At the 2011 annual CSCMP conference, Walmart's Greg Forbis spoke to a full session about Walmart's inbound supply chain. SupplyChainDigest reported on the talk
. Here a a paragraph from their article that represents the challenge and opportunity:
"He also said that Walmart's vast transportation network, including some
6500 dedicated trucks and an amazing 56,000 trailers, covering almost
every area of the country, could reduce total transportation costs
because its network density and buying power may result in lower costs,
especially in terms of using vendor freight to reduce empty miles
travelled, or produce better consolidations. He noted, for example, that
Walmart has about 12 consolidation DCs that combine less-than-truckload
shipments from vendors into full truckload shipments to its stores. "
During the talk, Mr. Forbis mentioned the use of optimization to help with this problem.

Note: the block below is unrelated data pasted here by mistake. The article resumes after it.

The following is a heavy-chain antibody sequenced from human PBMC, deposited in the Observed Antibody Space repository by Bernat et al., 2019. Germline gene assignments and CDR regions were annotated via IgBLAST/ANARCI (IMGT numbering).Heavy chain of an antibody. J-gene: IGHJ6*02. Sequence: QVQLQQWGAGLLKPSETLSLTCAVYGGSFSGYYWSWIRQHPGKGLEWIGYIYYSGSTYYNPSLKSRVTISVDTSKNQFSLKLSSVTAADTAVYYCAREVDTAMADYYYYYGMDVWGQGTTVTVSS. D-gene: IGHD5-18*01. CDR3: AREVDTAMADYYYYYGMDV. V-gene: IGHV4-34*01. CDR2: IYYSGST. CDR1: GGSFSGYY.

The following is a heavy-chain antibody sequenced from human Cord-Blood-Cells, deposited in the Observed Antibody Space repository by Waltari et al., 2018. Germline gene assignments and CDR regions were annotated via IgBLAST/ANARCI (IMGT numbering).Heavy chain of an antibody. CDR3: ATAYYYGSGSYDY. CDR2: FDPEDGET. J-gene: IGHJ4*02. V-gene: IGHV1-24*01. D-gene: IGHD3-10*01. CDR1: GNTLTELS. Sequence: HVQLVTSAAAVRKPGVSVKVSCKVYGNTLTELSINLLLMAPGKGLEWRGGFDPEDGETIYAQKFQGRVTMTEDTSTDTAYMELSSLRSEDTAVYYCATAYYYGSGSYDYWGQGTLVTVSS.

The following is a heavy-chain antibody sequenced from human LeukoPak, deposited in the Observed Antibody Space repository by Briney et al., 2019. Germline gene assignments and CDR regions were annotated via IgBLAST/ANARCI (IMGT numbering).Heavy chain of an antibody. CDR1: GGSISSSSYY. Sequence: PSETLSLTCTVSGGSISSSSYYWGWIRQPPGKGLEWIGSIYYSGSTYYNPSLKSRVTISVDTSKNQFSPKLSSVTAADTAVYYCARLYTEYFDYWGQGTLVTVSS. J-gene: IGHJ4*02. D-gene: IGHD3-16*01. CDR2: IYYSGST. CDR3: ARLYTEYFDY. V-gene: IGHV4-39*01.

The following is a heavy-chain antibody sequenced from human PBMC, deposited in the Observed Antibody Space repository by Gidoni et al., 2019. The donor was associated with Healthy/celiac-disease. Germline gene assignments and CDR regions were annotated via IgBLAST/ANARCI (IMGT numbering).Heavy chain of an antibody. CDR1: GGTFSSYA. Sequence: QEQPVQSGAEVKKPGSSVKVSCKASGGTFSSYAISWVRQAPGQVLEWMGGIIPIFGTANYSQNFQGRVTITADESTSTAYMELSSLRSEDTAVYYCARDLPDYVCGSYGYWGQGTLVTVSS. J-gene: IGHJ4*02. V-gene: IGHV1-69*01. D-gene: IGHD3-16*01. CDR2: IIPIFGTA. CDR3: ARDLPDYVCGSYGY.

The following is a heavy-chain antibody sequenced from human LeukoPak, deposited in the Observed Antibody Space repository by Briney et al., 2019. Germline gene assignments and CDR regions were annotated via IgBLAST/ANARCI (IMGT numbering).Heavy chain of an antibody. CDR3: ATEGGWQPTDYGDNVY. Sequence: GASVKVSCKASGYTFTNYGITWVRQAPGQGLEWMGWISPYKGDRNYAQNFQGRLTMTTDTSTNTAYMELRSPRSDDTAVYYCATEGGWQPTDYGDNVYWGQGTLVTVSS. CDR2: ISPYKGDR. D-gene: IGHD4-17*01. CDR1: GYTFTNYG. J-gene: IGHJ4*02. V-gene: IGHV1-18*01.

This is a great example of how optimization can help firms. When you have an almost unlimited number choices, optimization technology helps you sort through the possibilities. This is especially true with transportation optimization. We have previously discussed how deceptively difficult routing problems are (click here
for more information).
With Inbound logistics, the optimization is even more difficult. For example, you may need to find routes that pick up from multiple vendors and make drop-offs at multiple distribution centers. Most routing optimization focuses on outbound routes from a depot to stores. A nice advantage of IBM's Transportation Analyst is that engine is based on the Constraint Programming engine that gives you the ability to model inbound logistics and find great solutions that you otherwise would not find.
We often find that when we compare the results of an optimization run to the current plans, the optimization can find solutions that meet all the business rules and time constraints (which are not always met in the existing routes) and
reduces the cost.